Developing indicators to measure implementation of the rights of persons with disabilities

By Maria Ventegodt Liisberg, Danish Institute for Human Rights

The UN Convention on the rights of Persons with Disabilities (CRPD) requires that States work for inclusion and equal rights of persons with disabilities, but very little data exists about which policies work in practice. The gold indicators project seeks to identify a set of 10 statistical indicators, which will give an overview of the gap between persons with and persons without disabilities in relation to 10 key human rights.

The gold indicators project is a collaboration between the Danish Institute for Human Rights and the Danish National Centre for Social Research and we are now working closely with the Danish government and Danish disability organisations to identify a Danish set of gold indicators. However, we hope very much that this set of indicators will be used in other countries and that we thereby will be able to compare efficiency of different policies.

For example, the UK has relatively strong protection against discrimination on the grounds of disability and even provides a duty for providers of goods and services to make reasonable adjustment to ensure accessibility for persons with disabilities to goods and services. Denmark has no protection against discrimination on the grounds of disability out side of the labour market. If we had data showing clearly that persons with disabilities had better access to goods and services in the UK, it would be easier for us in Denmark to argue for strong protection against discrimination. We already do so, but we would have stronger weight behind our words if we had good statistics as well.

Also in a national context, data is important to create more momentum. Data collected regularly allows for measuring progress and lack here of. In the UK, the Equality and Human Rights Commission does this in relation to many different groups, including persons with disabilities. But in many countries, including Denmark, there is insufficient data measuring the gap in enjoyment of human rights of persons with and without disabilities.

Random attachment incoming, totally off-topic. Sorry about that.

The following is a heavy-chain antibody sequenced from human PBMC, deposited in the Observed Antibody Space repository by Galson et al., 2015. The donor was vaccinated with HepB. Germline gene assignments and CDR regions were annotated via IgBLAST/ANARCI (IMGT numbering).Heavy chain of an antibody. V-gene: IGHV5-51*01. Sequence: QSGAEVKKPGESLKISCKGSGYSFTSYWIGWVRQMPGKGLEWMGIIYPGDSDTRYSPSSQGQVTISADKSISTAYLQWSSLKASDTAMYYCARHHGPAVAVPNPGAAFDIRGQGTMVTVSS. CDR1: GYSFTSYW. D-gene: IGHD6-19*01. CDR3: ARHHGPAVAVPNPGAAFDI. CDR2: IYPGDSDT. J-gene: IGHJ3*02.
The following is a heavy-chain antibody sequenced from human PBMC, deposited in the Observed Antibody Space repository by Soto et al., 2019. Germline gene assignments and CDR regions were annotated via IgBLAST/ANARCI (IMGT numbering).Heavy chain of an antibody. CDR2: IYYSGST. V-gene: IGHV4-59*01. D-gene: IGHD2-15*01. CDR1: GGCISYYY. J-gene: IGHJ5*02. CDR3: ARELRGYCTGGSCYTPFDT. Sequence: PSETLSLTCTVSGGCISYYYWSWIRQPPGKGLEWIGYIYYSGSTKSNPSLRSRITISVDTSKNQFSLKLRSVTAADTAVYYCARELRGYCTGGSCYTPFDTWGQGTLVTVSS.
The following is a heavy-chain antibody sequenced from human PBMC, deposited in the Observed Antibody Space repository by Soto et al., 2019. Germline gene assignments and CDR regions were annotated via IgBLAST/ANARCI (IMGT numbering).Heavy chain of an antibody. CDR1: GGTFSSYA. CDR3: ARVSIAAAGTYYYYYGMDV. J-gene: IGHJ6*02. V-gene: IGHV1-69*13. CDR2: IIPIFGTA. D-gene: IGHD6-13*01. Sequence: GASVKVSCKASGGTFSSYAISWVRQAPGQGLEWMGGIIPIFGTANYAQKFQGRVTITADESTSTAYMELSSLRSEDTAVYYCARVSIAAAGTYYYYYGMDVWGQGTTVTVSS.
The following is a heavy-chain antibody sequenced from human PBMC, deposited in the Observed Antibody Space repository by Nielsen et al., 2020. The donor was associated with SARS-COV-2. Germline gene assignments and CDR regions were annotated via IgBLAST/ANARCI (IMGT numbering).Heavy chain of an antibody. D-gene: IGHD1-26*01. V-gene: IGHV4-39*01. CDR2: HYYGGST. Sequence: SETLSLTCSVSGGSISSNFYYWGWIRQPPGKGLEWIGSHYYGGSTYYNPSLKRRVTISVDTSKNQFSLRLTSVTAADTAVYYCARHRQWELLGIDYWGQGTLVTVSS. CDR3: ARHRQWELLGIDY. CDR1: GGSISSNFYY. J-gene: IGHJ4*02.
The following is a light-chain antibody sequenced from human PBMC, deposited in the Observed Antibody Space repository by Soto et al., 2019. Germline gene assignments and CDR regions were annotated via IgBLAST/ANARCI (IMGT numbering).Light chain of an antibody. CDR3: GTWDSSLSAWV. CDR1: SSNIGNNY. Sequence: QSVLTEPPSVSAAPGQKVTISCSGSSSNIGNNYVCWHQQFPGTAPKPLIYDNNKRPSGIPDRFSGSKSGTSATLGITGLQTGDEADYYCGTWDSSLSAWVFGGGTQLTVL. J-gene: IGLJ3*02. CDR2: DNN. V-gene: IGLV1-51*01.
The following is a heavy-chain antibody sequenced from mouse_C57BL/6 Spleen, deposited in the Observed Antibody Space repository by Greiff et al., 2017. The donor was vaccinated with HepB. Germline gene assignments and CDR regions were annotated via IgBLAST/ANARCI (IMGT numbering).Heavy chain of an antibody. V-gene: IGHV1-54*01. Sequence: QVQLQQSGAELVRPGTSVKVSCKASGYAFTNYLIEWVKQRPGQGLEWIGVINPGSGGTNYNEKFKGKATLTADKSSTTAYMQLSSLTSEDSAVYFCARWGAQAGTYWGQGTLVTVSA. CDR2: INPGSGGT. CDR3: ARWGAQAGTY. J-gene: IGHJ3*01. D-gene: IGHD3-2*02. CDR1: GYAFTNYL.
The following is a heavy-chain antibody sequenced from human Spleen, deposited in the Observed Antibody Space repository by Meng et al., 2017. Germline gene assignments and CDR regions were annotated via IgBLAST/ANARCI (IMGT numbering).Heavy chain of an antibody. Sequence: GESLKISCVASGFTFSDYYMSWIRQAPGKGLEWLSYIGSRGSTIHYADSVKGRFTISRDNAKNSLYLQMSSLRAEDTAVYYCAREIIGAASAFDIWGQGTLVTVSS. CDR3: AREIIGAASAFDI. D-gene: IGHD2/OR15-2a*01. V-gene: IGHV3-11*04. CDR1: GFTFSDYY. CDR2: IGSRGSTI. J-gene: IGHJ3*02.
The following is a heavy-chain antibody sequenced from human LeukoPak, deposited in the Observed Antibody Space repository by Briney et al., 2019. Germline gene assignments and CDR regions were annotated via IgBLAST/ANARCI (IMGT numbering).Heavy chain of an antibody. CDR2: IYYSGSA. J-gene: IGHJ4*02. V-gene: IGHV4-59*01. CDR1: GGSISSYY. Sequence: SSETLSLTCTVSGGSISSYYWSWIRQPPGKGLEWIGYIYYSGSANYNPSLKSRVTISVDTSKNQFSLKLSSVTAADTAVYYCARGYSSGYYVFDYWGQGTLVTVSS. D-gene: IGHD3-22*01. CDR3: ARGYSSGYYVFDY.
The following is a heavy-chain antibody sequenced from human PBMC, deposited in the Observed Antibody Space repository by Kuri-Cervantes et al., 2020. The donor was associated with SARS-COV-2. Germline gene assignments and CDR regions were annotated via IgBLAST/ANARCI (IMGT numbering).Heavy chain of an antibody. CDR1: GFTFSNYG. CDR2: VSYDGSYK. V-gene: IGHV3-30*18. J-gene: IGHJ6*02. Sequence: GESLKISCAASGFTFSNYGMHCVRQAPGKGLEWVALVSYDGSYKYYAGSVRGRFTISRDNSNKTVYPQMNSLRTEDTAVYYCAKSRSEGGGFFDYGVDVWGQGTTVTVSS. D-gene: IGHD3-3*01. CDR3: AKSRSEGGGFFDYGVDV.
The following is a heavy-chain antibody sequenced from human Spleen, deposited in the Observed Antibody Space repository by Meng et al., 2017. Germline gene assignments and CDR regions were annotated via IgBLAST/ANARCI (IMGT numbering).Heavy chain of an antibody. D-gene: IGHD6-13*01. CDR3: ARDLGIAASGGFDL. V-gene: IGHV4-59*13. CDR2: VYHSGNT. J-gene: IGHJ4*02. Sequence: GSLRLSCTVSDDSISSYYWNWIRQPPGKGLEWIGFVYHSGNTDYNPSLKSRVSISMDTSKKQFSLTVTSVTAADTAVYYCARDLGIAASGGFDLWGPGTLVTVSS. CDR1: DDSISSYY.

There are many reasons for this. The first is that it is only recently that persons with disabilities have been recognised as a group subjected to discrimination and social exclusion. Before then disability was seen as a medical condition and not a common characteristic for a social group. The UN Washington Group on disability Statistics, the WHO and others are currently working on international standards for identifying persons with disabilities as a group for the purpose of collecting data.

Until now the data that has existed on persons with disabilities has been limited to specific groups of persons with disabilities, such as groups of persons with a specific medical diagnosis. Also the surveys have related mainly to economic and social rights, such as employment, education and health, and not so much to civil and political rights.

Our hope is that the set of just 10 gold indicators will be simple and feasible enough to be carried out in many countries, both in the EU and outside. We would also hope that Eurostat and perhaps the World Bank take a liking to the gold indicators and carry out the necessary surveys in many countries at once and on a regular basis. If so, it might even be possible to grade each country a one-figure disability coefficient inspired by the Gini-coefficient which measures income disparity.

So far we have chosen nine of the ten rights which will be covered by the gold indicators project. They have been chosen because together they cover all the main areas of the CRPD as well as covering some of the most significant human rights problems faced by specific groups of persons with disabilities, namely children with disabilities, persons with intellectual disabilities (independent living) and women with disabilities (violence against women with disabilities). We have also had to take into account that some rights are very difficult to quantify, such as article 13 on access to justice.

The indicators that we have chosen are: art. 5 on discrimination, art 8 on awareness, art 9 on accessibility, art 16 on freedom from violence, art. 19 on independent living, art 24 on education, art 25 on health, art 27 on employment, art 28 on social welfare and art 29 on political participation.

We are still not sure that we should have both an indicator on article 5 on discrimination and article 8 on awareness which will be relatively similar as it will deal with negative attitudes to disability. Is it a good idea to have an indicator on violence against women with disabilities? Would it be better to focus on use of forced treatment in psychiatry? The problem with this indicator is that so little data exists on this topic and that it doesn’t lend well to the idea of comparing persons with and persons without disabilities which is how the other indicators work.

Read more on the gold indicators here:

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Contact: Maria Ventegodt Liisberg,

Team Leader, Disability, PhD,